Either way, I never cling to my speculations with an iron grip.  If the market starts deviating significantly, then it's back to the drawing board.  But as I studied the charts, counted the waves, and worked the math, I found a certain beauty in this that I felt was worth sharing.

Trade safe!

The original article, and many more, can be found at


  1. Thanks you very much for your sterling analysis. I have become a regular reader.

    Jaco Strauss
    Cape Town
    South Africa

  2. You're very welcome! And many thanks to you for the encouragement. :)

  3. Also wanted to give a quick shout-out here to Randal for his donation yesterday. Many thanks, Randal, your support is very much appreciated!

  4. As a new follower, and new to Elliot waves, I appreciate the detail in this post. You have helped me see a bit more behind the curtain of magic.

  5. great and best analysis available on Elliott wave by far

    a question...

    s+p target very short term 1130 or 1160..??? 38,2 or 61,8 fibo?


  6. Thanks.

    First target would be 1160, asssuming the correction IS underway. Futures going nuts this morning, so it will be interesting to see if we get a double-top.

    I will be quite surprised if we go much higher... the first wave down was a very clean impulse wave, which almost always leads to lower prices. We *could* still exceed the top in an expanded b-wave correction, though, and then head lower in c. What happens today should be very revealing.

  7. Today's price action seems to be following your 1-minuute chart posted above. So your analysis seems to be playing out. (Though the day is still young.)

    Thanks for your analysis.


  8. thks so much..just enter short with luck up to now... on the top with SDS and QID with sell order @ 24 sds and 50 qid
    very impressed by your job

  9. Today's high becomes important now. A break above should indicate there's more upside left in this market.

    Below 1207.46 should confirm the next leg down is underway.

  10. it is impossible to predict top and bottom...but Elliot waves show how fast we can pass from mania to depression
    situation in europe is much more worst than people think...involving horrendous domino effects in the global financial system..but ok this is for wave 3...the recognition wave..!!!

    for now let's see how intense the mania could go...


  11. loved reading it and understood every single word of it. right now S&P500 is at 1215, pretty much spot on where you've plotted top of "b", with the understanding that the c-leg is just drawn in using the available space.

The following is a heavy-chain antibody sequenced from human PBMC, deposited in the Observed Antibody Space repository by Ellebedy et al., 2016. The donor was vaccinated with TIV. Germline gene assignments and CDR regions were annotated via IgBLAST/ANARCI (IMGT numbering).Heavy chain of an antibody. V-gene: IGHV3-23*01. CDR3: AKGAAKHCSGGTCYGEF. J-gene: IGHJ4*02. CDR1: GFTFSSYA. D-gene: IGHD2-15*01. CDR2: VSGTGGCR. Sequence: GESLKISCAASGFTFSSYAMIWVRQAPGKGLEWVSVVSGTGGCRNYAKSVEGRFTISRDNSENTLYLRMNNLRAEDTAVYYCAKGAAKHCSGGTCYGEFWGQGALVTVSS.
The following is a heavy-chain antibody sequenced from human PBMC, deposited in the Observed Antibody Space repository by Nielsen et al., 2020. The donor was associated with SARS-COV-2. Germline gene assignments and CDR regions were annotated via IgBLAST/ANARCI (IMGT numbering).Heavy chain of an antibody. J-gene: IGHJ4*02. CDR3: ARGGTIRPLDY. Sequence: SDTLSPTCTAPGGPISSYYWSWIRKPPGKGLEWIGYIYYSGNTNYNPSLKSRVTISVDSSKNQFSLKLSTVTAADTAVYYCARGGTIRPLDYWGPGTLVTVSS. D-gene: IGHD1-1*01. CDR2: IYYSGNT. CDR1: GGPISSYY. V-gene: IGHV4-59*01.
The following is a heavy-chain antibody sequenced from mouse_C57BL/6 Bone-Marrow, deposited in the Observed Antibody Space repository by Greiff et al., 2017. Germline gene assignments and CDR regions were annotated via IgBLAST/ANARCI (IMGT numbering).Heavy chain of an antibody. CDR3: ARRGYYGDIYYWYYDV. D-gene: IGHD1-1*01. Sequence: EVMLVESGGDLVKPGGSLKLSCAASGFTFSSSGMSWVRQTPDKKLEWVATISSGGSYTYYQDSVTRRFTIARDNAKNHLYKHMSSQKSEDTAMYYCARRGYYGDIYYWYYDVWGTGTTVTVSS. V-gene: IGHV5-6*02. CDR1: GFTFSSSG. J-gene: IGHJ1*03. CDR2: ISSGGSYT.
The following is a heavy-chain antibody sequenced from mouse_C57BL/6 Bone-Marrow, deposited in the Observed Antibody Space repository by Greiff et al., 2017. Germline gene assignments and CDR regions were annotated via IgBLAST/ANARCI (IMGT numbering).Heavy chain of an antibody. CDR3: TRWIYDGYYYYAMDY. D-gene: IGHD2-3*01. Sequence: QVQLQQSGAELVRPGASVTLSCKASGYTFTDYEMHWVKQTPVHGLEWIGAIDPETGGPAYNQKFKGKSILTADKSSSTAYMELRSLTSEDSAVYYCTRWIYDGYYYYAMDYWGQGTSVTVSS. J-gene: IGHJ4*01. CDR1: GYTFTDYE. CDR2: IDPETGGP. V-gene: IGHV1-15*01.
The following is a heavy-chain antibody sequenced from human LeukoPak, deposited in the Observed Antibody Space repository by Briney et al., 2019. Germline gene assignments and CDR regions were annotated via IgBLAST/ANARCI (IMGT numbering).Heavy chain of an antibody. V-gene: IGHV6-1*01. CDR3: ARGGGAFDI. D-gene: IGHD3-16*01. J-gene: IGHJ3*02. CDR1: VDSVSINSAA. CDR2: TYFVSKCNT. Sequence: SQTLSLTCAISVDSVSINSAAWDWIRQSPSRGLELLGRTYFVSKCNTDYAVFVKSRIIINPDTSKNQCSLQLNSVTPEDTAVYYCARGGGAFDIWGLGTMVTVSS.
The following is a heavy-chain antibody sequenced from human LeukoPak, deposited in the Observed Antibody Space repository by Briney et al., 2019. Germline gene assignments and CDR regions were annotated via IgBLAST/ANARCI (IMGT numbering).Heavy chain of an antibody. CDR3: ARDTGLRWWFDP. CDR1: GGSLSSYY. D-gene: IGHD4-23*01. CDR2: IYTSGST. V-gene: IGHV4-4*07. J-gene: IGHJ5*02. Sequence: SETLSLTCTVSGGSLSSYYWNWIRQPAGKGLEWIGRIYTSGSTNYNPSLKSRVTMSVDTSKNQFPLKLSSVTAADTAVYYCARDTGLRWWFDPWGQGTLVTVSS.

12. are we in bad shape with the action today...? volume..last minute push...???


  13. I'll be interested to see your analysis now that the SP has made a new short-term high. Could this be an extension of the A top?

  14. It's most likely an extension... after glancing at the charts, my instinct is still that we are *very* close to the top of A.

    On Tuesday, I posted a chart of the NDX, with a target range of 2337-2380 for the top (today we closed at 2371); and yesterday pre-market, I talked about how I was a little bothered that we hadn't made it up into that range, and that there might be one more push coming.

    Then after the action yesterday, when the VIX bounced off the bottom of its range and moved back up through RSI 30 -- coupled with the breakdown yesterday in the BKX -- both led me to conclude the top was probably in.

    And it may be -- I honestly wouldn't be surprised to see a gap down on Monday.

    All of that said, this market "feels" an awful lot like March '09 to me... it's one of those rallies that seems to violate all the normal rules of charting. The difference is: in March '09, I was *expecting* a long-term bottom. I have a really hard time seeing it here. Even beyond the market charts, the liquidity just isn't present in the system to support a long-term rally.

    But with all the violations today, this is one of those days that will cause me to break out 20 charts and start doing inter-market analysis -- while challenging all my assumptions in the process. *Usually* when that happens, everything turns in the next day or two.

    I'll be sure and update everyone as soon as I can: I've got a lot of charts to sift through, so I'm thankful it's the weekend! I'll probably need the extra time.

  15. A quick shout-out to John: thanks so much for the donation today. Very much appreciated! :)

  16. correct if i am wrong please...but im starting thinking what we saw today on the s+p 500 and well seen on a 2mn chart

    a) a fantastic shooting star candle
    b) followed by a sharp drop...
    c) followed by 2 sharp exhaustion gaps...coming to the level of the shooting star candle

    which mean we are very very over extended..mainly when it occurs 10mn or less before the close on a friday afternoon...!!!!!